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November 23, 2012

Five economic trends to be thankful for

There is a dirty little secret about economics writing. The thing that offers the surest path to glory to front page play for a story, to lots of Web traffic, to a pat on the back from editors is doom and gloom. When we can point out something that is awful, whether it is a collapsing job market or rising poverty or skyrocketing gasoline prices, the world seems a whole lot more interested in what we have to say. It's not for nothing they call economics the dismal science.

But Thursday is the day each year Americans set aside to give thanks for what they have, to bask in the good around them. So for Thanksgiving, this economics writer decided to cast aside the usual practice, fire up FRED (a database of economic statistics maintained by the St. Louis Fed), and keep looking until I found five trends that are unambiguously positive.

This is what I found; these are the things that Americans have to be grateful for in these times of economic challenge.

— Household debt is way down. For the quarter-century leading up to the great recession at the start of 2008, Americans accumulated ever-larger piles of debt, both in absolute terms and relative to the size of the economy. Home mortgages were the largest portion of that, but it also included credit cards, auto loans, and student loan debt. The good news is that in the past three years, Americans have made remarkable progress cleaning up their balance sheets and paying down those debts. After peaking at nearly 98 percent of economic output at the start of 2009, the household debt was down to 83 percent of GDP in the spring of 2012. That represents debt reduction of $636 billion, or more than $2,000 for every man, woman and child. It should be noted that some of the decline came about because of debt being written down (such as in mortgage foreclosures), not paid off. But the simple fact is that excessive household debt played a major role getting us into this mess; we're well on our way toward fixing it.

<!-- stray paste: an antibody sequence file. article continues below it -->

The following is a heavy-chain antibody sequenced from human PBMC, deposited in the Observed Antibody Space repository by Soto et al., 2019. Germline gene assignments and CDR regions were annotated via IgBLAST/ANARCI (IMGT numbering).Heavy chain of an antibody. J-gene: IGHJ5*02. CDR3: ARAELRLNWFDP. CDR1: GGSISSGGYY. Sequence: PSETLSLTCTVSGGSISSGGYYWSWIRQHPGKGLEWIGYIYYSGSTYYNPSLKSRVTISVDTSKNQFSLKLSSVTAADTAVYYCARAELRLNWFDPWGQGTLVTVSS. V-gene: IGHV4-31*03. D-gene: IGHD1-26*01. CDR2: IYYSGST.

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Poll

What to you think of a state Legislature proposal to forbid cities from raising the minimum wage? Choose the closest to your opinion.

The federal government should set the minimum wage across the board.
States should be allowed to raise their minimum wages, but not cities.
Both states and cities should be allowed to raise their minimum wages.
Cities should be allowed to raise their mimum wages, but not states.
There should be no minimum wage at all.
Undecided.
     View Results
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